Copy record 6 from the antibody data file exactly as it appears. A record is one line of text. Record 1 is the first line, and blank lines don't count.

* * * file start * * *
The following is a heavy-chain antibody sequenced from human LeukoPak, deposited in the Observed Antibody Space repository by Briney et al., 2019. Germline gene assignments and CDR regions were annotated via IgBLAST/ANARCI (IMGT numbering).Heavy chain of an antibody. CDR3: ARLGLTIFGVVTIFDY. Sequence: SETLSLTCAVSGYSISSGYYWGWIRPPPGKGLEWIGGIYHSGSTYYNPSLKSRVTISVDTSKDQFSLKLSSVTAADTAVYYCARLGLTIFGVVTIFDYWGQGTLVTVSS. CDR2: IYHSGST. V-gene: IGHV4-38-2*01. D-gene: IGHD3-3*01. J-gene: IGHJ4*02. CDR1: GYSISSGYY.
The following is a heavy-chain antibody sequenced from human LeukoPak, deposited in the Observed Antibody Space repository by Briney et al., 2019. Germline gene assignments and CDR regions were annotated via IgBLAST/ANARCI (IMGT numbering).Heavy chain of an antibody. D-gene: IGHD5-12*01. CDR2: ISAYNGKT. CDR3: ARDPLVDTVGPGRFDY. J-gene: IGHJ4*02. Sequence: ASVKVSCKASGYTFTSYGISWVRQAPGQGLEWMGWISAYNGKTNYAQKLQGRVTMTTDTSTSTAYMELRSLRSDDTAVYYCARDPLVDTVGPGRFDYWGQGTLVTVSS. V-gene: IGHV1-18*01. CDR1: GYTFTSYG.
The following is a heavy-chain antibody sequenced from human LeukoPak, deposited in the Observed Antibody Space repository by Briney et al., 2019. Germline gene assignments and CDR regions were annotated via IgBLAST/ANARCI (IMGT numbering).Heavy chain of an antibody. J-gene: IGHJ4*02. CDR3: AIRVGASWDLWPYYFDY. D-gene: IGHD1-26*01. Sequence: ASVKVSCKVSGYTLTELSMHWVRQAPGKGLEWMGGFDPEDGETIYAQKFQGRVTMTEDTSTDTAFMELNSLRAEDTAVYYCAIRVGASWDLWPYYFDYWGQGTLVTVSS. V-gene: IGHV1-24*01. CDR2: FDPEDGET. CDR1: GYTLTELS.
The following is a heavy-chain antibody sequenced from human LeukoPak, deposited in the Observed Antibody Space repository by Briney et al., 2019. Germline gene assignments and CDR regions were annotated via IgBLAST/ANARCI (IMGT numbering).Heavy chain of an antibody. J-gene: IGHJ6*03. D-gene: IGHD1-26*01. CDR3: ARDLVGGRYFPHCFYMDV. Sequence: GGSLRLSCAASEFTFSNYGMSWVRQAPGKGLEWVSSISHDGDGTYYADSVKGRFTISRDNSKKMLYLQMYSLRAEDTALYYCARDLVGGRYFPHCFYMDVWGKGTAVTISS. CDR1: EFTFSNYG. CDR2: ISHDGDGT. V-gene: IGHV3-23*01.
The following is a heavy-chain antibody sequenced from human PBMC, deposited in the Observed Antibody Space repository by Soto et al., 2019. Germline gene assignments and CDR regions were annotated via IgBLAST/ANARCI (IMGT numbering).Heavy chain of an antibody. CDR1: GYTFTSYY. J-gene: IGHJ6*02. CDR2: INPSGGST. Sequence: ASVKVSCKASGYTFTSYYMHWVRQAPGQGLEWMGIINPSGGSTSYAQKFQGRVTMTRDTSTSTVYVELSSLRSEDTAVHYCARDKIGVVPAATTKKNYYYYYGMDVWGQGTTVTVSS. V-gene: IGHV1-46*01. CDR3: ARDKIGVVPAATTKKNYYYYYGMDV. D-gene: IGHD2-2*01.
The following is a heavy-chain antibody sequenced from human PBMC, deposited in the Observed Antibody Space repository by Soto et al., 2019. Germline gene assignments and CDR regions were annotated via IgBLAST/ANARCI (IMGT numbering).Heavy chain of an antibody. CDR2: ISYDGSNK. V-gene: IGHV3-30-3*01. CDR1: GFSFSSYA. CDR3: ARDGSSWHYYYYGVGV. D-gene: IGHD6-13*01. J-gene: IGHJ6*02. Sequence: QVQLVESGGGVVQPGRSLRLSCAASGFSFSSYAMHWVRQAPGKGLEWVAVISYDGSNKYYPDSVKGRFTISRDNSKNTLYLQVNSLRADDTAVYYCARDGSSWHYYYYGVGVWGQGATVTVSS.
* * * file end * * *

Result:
The following is a heavy-chain antibody sequenced from human PBMC, deposited in the Observed Antibody Space repository by Soto et al., 2019. Germline gene assignments and CDR regions were annotated via IgBLAST/ANARCI (IMGT numbering).Heavy chain of an antibody. CDR2: ISYDGSNK. V-gene: IGHV3-30-3*01. CDR1: GFSFSSYA. CDR3: ARDGSSWHYYYYGVGV. D-gene: IGHD6-13*01. J-gene: IGHJ6*02. Sequence: QVQLVESGGGVVQPGRSLRLSCAASGFSFSSYAMHWVRQAPGKGLEWVAVISYDGSNKYYPDSVKGRFTISRDNSKNTLYLQVNSLRADDTAVYYCARDGSSWHYYYYGVGVWGQGATVTVSS.